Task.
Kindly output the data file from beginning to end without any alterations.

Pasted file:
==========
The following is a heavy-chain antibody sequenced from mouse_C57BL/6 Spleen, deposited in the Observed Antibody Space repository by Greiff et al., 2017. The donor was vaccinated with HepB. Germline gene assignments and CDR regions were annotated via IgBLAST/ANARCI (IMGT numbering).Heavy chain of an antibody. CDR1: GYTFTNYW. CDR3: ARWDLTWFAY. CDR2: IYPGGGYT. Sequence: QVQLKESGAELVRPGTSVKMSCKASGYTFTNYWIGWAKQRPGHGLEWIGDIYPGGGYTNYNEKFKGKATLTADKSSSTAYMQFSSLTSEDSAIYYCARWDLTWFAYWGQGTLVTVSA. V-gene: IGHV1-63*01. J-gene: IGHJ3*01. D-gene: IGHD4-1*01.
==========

The following is a heavy-chain antibody sequenced from mouse_C57BL/6 Spleen, deposited in the Observed Antibody Space repository by Greiff et al., 2017. The donor was vaccinated with HepB. Germline gene assignments and CDR regions were annotated via IgBLAST/ANARCI (IMGT numbering).Heavy chain of an antibody. CDR1: GYTFTNYW. CDR3: ARWDLTWFAY. CDR2: IYPGGGYT. Sequence: QVQLKESGAELVRPGTSVKMSCKASGYTFTNYWIGWAKQRPGHGLEWIGDIYPGGGYTNYNEKFKGKATLTADKSSSTAYMQFSSLTSEDSAIYYCARWDLTWFAYWGQGTLVTVSA. V-gene: IGHV1-63*01. J-gene: IGHJ3*01. D-gene: IGHD4-1*01.